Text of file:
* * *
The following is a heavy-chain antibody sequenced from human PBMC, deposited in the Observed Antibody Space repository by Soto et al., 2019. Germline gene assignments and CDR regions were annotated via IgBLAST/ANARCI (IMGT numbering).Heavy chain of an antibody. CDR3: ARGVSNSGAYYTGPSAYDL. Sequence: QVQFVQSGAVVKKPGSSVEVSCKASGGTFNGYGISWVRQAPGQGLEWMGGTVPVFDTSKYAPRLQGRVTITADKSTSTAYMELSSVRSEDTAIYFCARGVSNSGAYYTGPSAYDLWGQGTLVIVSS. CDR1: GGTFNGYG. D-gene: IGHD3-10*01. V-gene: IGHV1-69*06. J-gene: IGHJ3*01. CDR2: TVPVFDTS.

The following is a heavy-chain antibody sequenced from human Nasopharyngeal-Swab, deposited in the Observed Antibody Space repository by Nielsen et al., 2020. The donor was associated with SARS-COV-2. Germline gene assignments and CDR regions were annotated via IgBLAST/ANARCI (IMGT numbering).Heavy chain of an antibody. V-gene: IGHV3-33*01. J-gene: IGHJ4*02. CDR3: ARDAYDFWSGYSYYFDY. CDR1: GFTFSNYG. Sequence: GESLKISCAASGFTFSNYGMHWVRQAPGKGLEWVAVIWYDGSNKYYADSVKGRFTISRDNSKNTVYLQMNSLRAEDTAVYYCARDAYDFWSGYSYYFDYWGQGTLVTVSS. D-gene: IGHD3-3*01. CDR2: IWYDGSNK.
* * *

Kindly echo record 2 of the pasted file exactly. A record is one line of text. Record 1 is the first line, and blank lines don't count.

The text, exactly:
The following is a heavy-chain antibody sequenced from human Nasopharyngeal-Swab, deposited in the Observed Antibody Space repository by Nielsen et al., 2020. The donor was associated with SARS-COV-2. Germline gene assignments and CDR regions were annotated via IgBLAST/ANARCI (IMGT numbering).Heavy chain of an antibody. V-gene: IGHV3-33*01. J-gene: IGHJ4*02. CDR3: ARDAYDFWSGYSYYFDY. CDR1: GFTFSNYG. Sequence: GESLKISCAASGFTFSNYGMHWVRQAPGKGLEWVAVIWYDGSNKYYADSVKGRFTISRDNSKNTVYLQMNSLRAEDTAVYYCARDAYDFWSGYSYYFDYWGQGTLVTVSS. D-gene: IGHD3-3*01. CDR2: IWYDGSNK.